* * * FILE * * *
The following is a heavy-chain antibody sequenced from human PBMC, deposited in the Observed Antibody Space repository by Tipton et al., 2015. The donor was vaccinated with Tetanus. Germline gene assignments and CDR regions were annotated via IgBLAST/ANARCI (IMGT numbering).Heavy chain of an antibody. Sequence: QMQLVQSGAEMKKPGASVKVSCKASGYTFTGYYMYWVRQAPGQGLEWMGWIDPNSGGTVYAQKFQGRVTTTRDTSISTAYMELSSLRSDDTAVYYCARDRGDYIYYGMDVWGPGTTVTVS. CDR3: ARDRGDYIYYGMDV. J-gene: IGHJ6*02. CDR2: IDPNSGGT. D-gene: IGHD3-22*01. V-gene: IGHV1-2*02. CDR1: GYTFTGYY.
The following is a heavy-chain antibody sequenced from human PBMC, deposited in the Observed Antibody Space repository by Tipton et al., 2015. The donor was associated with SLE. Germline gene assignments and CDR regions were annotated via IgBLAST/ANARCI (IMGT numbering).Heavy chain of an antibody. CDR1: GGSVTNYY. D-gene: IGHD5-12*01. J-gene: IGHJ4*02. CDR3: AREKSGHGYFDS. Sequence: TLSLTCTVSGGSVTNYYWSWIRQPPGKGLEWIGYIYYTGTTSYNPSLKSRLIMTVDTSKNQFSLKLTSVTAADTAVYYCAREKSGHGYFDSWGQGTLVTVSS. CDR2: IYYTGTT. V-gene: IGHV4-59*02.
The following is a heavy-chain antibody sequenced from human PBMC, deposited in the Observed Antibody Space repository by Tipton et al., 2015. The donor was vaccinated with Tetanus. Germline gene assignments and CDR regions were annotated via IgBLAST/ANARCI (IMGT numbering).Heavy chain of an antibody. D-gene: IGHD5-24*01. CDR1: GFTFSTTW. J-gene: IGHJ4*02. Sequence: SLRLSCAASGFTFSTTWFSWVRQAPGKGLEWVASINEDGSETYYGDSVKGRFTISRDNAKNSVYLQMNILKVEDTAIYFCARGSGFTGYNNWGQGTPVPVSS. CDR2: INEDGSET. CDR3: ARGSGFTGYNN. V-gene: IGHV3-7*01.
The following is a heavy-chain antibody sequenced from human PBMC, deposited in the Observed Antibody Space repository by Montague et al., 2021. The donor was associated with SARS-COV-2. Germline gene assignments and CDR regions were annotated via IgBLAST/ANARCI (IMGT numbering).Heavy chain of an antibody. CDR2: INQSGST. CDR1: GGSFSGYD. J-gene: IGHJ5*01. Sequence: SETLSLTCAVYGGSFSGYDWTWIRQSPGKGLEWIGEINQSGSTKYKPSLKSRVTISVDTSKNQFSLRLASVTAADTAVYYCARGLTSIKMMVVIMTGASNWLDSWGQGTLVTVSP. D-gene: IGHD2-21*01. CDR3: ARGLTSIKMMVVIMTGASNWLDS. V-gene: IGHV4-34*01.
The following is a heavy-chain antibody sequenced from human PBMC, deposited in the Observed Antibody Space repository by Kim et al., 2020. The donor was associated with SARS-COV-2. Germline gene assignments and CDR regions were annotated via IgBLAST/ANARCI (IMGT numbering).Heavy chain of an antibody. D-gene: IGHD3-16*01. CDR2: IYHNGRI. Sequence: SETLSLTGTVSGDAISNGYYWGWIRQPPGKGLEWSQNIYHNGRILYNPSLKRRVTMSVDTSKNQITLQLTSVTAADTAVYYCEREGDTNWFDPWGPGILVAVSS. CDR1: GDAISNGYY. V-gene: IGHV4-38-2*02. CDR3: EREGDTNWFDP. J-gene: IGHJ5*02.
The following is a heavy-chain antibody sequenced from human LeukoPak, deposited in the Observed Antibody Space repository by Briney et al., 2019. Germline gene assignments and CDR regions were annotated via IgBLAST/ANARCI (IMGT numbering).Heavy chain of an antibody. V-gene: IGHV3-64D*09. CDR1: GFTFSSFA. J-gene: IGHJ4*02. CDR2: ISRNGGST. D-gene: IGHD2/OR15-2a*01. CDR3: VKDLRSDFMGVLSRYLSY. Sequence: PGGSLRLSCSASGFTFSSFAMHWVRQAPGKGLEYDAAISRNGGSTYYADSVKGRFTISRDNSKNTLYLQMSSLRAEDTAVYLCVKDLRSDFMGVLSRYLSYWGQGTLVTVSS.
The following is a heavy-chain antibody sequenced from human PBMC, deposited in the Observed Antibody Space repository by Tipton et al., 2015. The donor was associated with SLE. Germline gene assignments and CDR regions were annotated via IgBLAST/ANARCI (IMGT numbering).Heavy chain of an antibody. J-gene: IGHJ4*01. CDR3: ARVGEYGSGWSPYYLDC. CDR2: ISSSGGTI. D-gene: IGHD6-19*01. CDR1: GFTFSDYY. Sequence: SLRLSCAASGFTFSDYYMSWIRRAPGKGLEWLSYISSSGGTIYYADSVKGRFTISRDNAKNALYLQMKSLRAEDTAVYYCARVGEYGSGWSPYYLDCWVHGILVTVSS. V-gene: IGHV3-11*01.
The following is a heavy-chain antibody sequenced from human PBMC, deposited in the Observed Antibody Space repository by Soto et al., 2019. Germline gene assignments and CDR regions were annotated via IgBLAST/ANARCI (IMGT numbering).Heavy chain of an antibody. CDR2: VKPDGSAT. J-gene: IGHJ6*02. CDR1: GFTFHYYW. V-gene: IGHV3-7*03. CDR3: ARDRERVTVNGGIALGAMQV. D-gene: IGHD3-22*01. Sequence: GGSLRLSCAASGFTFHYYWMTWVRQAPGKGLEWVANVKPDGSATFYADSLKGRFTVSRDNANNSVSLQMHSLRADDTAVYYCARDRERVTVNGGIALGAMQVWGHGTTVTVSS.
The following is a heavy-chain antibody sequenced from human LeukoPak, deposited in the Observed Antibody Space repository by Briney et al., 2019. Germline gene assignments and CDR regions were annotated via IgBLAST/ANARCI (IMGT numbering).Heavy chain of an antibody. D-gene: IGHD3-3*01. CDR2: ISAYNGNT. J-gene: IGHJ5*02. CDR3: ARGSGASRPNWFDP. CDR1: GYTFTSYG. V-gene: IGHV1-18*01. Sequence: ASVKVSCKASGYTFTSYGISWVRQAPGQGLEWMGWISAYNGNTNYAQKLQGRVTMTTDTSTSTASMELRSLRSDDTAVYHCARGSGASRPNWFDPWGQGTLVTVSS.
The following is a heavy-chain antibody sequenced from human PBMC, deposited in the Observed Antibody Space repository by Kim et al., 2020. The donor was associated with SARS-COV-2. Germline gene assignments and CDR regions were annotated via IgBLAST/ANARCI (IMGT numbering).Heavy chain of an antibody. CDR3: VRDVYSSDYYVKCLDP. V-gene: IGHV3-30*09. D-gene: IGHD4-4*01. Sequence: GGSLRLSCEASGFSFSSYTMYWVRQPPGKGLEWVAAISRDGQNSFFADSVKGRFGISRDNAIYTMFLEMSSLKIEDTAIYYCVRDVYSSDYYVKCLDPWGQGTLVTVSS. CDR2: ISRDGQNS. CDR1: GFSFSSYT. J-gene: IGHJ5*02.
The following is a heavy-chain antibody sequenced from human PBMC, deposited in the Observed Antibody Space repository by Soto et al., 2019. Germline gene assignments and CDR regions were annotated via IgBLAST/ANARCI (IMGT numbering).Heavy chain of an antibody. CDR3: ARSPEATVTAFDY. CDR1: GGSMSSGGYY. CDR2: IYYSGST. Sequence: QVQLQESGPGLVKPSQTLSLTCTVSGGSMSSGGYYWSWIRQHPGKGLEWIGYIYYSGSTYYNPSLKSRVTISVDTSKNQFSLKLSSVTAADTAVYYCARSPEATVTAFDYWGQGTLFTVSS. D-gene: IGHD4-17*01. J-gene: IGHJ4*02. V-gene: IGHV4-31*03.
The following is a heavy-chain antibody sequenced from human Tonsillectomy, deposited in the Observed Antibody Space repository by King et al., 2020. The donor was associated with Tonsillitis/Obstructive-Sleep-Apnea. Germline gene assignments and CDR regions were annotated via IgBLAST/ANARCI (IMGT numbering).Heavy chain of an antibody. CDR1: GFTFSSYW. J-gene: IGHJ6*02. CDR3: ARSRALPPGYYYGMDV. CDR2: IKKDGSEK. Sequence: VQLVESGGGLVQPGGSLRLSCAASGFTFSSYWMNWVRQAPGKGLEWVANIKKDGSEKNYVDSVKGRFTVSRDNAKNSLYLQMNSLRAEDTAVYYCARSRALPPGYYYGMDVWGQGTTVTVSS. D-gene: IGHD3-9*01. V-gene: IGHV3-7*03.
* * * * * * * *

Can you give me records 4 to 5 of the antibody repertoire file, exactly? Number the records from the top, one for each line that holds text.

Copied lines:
The following is a heavy-chain antibody sequenced from human PBMC, deposited in the Observed Antibody Space repository by Montague et al., 2021. The donor was associated with SARS-COV-2. Germline gene assignments and CDR regions were annotated via IgBLAST/ANARCI (IMGT numbering).Heavy chain of an antibody. CDR2: INQSGST. CDR1: GGSFSGYD. J-gene: IGHJ5*01. Sequence: SETLSLTCAVYGGSFSGYDWTWIRQSPGKGLEWIGEINQSGSTKYKPSLKSRVTISVDTSKNQFSLRLASVTAADTAVYYCARGLTSIKMMVVIMTGASNWLDSWGQGTLVTVSP. D-gene: IGHD2-21*01. CDR3: ARGLTSIKMMVVIMTGASNWLDS. V-gene: IGHV4-34*01.
The following is a heavy-chain antibody sequenced from human PBMC, deposited in the Observed Antibody Space repository by Kim et al., 2020. The donor was associated with SARS-COV-2. Germline gene assignments and CDR regions were annotated via IgBLAST/ANARCI (IMGT numbering).Heavy chain of an antibody. D-gene: IGHD3-16*01. CDR2: IYHNGRI. Sequence: SETLSLTGTVSGDAISNGYYWGWIRQPPGKGLEWSQNIYHNGRILYNPSLKRRVTMSVDTSKNQITLQLTSVTAADTAVYYCEREGDTNWFDPWGPGILVAVSS. CDR1: GDAISNGYY. V-gene: IGHV4-38-2*02. CDR3: EREGDTNWFDP. J-gene: IGHJ5*02.